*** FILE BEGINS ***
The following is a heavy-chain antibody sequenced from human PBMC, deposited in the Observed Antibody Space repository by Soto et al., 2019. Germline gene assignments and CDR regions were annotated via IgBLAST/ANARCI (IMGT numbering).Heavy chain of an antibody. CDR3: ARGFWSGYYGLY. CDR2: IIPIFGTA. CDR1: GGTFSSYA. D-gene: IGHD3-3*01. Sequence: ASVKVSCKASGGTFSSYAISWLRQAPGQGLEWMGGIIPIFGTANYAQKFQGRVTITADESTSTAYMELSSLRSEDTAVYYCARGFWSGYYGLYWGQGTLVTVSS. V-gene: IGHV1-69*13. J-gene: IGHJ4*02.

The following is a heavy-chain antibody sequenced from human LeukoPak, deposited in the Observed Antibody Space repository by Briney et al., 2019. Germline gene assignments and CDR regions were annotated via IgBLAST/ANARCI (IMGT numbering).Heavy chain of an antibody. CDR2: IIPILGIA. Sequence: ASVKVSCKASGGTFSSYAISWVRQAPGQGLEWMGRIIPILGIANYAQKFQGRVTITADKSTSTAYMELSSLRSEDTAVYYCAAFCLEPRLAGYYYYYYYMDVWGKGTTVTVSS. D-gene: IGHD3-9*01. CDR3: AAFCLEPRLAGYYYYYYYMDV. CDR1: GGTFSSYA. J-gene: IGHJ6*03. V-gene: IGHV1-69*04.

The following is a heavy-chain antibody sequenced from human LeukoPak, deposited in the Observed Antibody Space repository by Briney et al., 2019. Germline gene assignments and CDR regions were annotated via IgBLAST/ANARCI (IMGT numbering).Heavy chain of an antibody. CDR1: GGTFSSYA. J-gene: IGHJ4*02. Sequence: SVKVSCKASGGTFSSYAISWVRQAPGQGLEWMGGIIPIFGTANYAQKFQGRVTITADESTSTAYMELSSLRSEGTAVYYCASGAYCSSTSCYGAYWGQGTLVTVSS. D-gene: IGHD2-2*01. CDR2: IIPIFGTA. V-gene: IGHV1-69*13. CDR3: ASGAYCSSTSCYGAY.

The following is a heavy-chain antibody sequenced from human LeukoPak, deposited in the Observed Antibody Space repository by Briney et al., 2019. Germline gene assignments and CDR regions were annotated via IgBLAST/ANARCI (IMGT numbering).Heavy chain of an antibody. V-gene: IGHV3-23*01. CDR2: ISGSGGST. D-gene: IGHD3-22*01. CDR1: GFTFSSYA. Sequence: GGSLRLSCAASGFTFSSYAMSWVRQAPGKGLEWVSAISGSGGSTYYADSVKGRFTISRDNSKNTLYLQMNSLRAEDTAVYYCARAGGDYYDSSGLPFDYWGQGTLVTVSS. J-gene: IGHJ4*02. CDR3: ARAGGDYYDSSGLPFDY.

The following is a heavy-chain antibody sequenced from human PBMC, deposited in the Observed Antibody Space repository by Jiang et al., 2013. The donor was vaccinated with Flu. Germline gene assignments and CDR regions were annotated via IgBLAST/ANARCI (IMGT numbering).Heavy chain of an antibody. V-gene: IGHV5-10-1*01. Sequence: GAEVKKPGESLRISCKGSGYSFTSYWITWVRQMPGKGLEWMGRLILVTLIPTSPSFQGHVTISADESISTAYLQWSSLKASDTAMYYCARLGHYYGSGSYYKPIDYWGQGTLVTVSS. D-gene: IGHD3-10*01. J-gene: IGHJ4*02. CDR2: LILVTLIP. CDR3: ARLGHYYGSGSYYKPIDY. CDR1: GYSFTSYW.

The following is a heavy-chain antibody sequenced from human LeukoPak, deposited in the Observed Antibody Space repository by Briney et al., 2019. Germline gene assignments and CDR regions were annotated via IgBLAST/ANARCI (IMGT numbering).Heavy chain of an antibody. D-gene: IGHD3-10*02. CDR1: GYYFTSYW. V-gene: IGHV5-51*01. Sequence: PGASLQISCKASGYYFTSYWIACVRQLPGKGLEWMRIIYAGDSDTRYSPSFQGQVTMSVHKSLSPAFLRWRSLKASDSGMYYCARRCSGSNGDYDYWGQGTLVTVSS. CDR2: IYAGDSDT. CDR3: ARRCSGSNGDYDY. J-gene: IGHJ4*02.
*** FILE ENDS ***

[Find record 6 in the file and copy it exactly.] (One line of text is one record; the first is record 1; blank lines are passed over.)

The following is a heavy-chain antibody sequenced from human LeukoPak, deposited in the Observed Antibody Space repository by Briney et al., 2019. Germline gene assignments and CDR regions were annotated via IgBLAST/ANARCI (IMGT numbering).Heavy chain of an antibody. D-gene: IGHD3-10*02. CDR1: GYYFTSYW. V-gene: IGHV5-51*01. Sequence: PGASLQISCKASGYYFTSYWIACVRQLPGKGLEWMRIIYAGDSDTRYSPSFQGQVTMSVHKSLSPAFLRWRSLKASDSGMYYCARRCSGSNGDYDYWGQGTLVTVSS. CDR2: IYAGDSDT. CDR3: ARRCSGSNGDYDY. J-gene: IGHJ4*02.